CBS Kilkenny - an Edmund Rice School
Edmund Rice - A History
Ignatius Rice was born on the 1st June 1762 in Westcourt, Callan, Co. Kilkenny, Ireland. He was born into a large family of two stepsisters and seven brothers. From a very early age Edmund showed great kindness to the poor. At the age of seventeen he left his native Callan to work for his uncle, who had a business in Waterford city. Edmund was amazed when he saw the poverty of the Waterford people. He was especially taken at the number of young boys who were neglected and destitute. After a while Edmund opened up his own chandler shop (a person who supplies goods to ships). Edmund employed mostly poor people for his business. He became a very successful businessman.
At the age of twenty-five, Edmund married a lady called Mary Elliot. After the unfortunate death of Mary in a tragic accident, Edmund decided to sell his business and opened a school for poor children. He had difficulty securing teachers. One night while Edmund was praying, there was a knock at the door. Thomas Grosvenor and Patrick Finn, two friends from Callan, had come to support him. Their combined efforts led to the formation of the Irish Christian Brothers. Word soon spread throughout Ireland about the great work Edmund was doing in Waterford. At the request of the Bishop of Ossory, Rev. Dr. Walsh, the people of Kilkenny held a meeting under the Chairmanship of the Mayor, James Tidmarch. The large assembly unanimously decided to invite the Christian Brothers, led by Edmund Ignatius Rice to open a school in the city.
A fund of £3000 was collected and invested for this purpose. It was agreed that three Brothers would be sent to Kilkenny. They were provided with a school and a residence. The Irish Christian Brothers came to Kilkenny in 1859 and laid the foundation stone of a new school on the present site. The school was formally opened on 24th September 1860. On this day, the school opened its doors to a large influx of pupils. The first boy registered was 12 year old James Kavanagh from the Dublin Road. Two hundred and sixty boys were enrolled on this day but many others unhappily had to be turned away due to lack of space. Fortunately throughout the years the Christian Brothers Secondary School has continued to expand.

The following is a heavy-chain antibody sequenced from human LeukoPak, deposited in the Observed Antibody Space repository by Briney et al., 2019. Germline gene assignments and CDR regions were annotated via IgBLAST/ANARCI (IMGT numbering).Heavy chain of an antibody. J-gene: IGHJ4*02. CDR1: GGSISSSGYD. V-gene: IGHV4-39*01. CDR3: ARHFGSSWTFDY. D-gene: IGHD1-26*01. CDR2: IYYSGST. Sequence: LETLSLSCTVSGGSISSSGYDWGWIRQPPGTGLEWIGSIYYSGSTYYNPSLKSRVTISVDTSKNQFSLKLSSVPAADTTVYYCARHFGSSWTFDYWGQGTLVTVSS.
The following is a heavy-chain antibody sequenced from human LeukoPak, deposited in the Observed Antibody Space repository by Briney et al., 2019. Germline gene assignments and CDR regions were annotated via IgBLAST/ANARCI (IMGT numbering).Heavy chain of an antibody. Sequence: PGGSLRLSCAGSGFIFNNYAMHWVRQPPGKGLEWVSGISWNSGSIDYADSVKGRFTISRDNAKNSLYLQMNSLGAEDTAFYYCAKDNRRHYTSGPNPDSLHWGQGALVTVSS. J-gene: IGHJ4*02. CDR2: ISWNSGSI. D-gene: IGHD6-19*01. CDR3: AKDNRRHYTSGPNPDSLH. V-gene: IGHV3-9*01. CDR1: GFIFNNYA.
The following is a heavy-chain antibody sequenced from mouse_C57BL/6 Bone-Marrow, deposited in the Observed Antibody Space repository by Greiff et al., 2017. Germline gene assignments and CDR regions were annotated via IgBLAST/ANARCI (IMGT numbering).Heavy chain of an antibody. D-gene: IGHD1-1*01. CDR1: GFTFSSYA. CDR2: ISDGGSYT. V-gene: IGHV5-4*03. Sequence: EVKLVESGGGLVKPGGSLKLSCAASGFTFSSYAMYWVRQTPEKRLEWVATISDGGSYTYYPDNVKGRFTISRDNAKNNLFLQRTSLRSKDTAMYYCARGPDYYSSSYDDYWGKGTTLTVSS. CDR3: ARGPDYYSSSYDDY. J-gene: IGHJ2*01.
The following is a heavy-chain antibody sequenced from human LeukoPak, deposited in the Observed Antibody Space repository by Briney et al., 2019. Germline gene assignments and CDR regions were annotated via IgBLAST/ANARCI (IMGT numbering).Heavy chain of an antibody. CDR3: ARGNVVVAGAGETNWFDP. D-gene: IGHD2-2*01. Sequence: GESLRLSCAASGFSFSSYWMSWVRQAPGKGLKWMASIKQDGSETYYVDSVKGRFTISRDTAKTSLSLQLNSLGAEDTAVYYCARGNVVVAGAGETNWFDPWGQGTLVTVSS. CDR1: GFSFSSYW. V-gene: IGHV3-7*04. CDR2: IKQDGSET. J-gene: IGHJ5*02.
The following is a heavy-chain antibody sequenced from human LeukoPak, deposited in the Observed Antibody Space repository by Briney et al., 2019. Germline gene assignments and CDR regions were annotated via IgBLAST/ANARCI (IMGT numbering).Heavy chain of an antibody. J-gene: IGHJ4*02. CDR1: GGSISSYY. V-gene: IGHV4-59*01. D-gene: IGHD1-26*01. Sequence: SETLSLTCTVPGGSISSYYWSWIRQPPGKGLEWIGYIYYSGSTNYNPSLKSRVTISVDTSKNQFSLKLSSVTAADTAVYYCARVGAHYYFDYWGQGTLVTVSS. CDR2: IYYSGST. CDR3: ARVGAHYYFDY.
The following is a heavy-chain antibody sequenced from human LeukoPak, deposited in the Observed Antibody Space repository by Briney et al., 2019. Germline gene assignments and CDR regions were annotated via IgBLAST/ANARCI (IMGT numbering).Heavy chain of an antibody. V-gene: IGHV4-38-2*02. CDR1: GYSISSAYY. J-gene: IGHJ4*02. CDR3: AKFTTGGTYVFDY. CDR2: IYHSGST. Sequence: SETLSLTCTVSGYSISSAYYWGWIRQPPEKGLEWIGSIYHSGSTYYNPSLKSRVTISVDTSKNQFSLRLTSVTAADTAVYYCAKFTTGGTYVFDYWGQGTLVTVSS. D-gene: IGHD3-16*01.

On the 29th of August 1884 Edmund Ignatius Rice died. He is buried in Edmund Rice Chapel, Mount Sion, Waterford. He was beatified in Rome in October 1997. He is now Blessed Edmund Rice. A fitting tribute to a great man. For the past 159 years, CBS Kilkenny on James’s Street has produced leaders of Church and State. Our Edmund Rice school aspires not just for academic excellence, but also for the development of the whole person; physically, intellectually, socially and spiritually. Edmund Rice Schools have played an important role in the history of Irish education for more than two centuries. Today there are more than one hundred Edmund Rice schools in Ireland, and the Edmund Rice mission has extended to all five continents. At the start of the new millennium the Irish Christian Brothers, founded by Blessed Edmund Rice, took the decision to hand on responsibility for the schools to a group of lay people. The Edmund Rice Schools Trust (ERST) was established to hold the schools in trust so that they may continue to provide Catholic education into the future for the people of Kilkenny and Ireland.
Ash Wednesday 2019
Ash Wednesday – the first day of Lent. Lent is an old word that means Spring … and traditionally, as the sun gets stronger and the days get longer we think of ‘spring cleaning’ our homes after the long dark winter.
For Christians, Lent is a time during which we take time out of our busy, noisy lives to prepare for Holy Week and Easter – the high point of the Church’s year. It is a time for ‘spring-cleaning’ our hearts!
Ash Wednesday marks the beginning of this time of penance – a time when we make an effort to take stock of our lives; to recognise that we are not perfect, that there is always room for improvement and to make an effort to live as better people.
In the Gospel we read that Jesus went out into the wilderness and remained there for forty days. If you were to think of leaving behind all the busyness of your life – even for a day or two – what would you have to let go of? What would you have to cancel? How would you cope without your mobile phone? Would you find it hard to be alone for even a day? Would you find it hard to be silent for a day?
Realistically we can’t just walk away from our lives. However, we can decide to do something that makes us think more deeply about our lives and that might help us to be better people.
What can you do for this week? Make a resolution to do something positive ….
We pray: Lord, we ask you to give us the strength this Lent to genuinely think about the deeper things in our lives, to make time to grow spiritually and to live each day being more aware of the people around us and how we are with them in each moment. Amen.